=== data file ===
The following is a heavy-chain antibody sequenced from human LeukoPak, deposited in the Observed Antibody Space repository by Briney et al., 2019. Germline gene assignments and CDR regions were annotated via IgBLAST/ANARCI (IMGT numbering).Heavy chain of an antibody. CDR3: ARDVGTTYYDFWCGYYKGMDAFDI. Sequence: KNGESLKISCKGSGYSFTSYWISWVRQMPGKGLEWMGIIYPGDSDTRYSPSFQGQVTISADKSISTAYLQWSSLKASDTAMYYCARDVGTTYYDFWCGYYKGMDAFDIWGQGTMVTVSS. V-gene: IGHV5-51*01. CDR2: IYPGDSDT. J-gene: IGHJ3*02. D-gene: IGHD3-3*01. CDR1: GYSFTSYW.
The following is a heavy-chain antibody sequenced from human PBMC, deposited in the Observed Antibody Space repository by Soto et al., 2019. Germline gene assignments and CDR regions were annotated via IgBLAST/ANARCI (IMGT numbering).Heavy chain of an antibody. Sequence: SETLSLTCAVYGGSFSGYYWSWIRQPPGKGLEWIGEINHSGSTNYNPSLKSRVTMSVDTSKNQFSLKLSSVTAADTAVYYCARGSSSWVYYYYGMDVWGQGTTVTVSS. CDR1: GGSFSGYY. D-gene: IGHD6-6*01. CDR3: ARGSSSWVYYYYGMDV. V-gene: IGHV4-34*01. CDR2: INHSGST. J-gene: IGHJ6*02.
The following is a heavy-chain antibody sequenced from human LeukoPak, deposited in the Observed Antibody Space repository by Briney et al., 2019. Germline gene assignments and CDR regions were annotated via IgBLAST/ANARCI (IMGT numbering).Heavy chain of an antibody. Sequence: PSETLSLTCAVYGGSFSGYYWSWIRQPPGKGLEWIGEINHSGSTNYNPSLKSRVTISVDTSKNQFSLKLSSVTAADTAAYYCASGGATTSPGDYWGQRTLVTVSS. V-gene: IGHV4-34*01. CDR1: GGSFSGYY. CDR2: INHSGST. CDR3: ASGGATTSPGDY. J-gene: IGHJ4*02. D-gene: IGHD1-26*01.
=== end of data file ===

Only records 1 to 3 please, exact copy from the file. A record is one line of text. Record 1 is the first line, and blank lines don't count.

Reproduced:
The following is a heavy-chain antibody sequenced from human LeukoPak, deposited in the Observed Antibody Space repository by Briney et al., 2019. Germline gene assignments and CDR regions were annotated via IgBLAST/ANARCI (IMGT numbering).Heavy chain of an antibody. CDR3: ARDVGTTYYDFWCGYYKGMDAFDI. Sequence: KNGESLKISCKGSGYSFTSYWISWVRQMPGKGLEWMGIIYPGDSDTRYSPSFQGQVTISADKSISTAYLQWSSLKASDTAMYYCARDVGTTYYDFWCGYYKGMDAFDIWGQGTMVTVSS. V-gene: IGHV5-51*01. CDR2: IYPGDSDT. J-gene: IGHJ3*02. D-gene: IGHD3-3*01. CDR1: GYSFTSYW.
The following is a heavy-chain antibody sequenced from human PBMC, deposited in the Observed Antibody Space repository by Soto et al., 2019. Germline gene assignments and CDR regions were annotated via IgBLAST/ANARCI (IMGT numbering).Heavy chain of an antibody. Sequence: SETLSLTCAVYGGSFSGYYWSWIRQPPGKGLEWIGEINHSGSTNYNPSLKSRVTMSVDTSKNQFSLKLSSVTAADTAVYYCARGSSSWVYYYYGMDVWGQGTTVTVSS. CDR1: GGSFSGYY. D-gene: IGHD6-6*01. CDR3: ARGSSSWVYYYYGMDV. V-gene: IGHV4-34*01. CDR2: INHSGST. J-gene: IGHJ6*02.
The following is a heavy-chain antibody sequenced from human LeukoPak, deposited in the Observed Antibody Space repository by Briney et al., 2019. Germline gene assignments and CDR regions were annotated via IgBLAST/ANARCI (IMGT numbering).Heavy chain of an antibody. Sequence: PSETLSLTCAVYGGSFSGYYWSWIRQPPGKGLEWIGEINHSGSTNYNPSLKSRVTISVDTSKNQFSLKLSSVTAADTAAYYCASGGATTSPGDYWGQRTLVTVSS. V-gene: IGHV4-34*01. CDR1: GGSFSGYY. CDR2: INHSGST. CDR3: ASGGATTSPGDY. J-gene: IGHJ4*02. D-gene: IGHD1-26*01.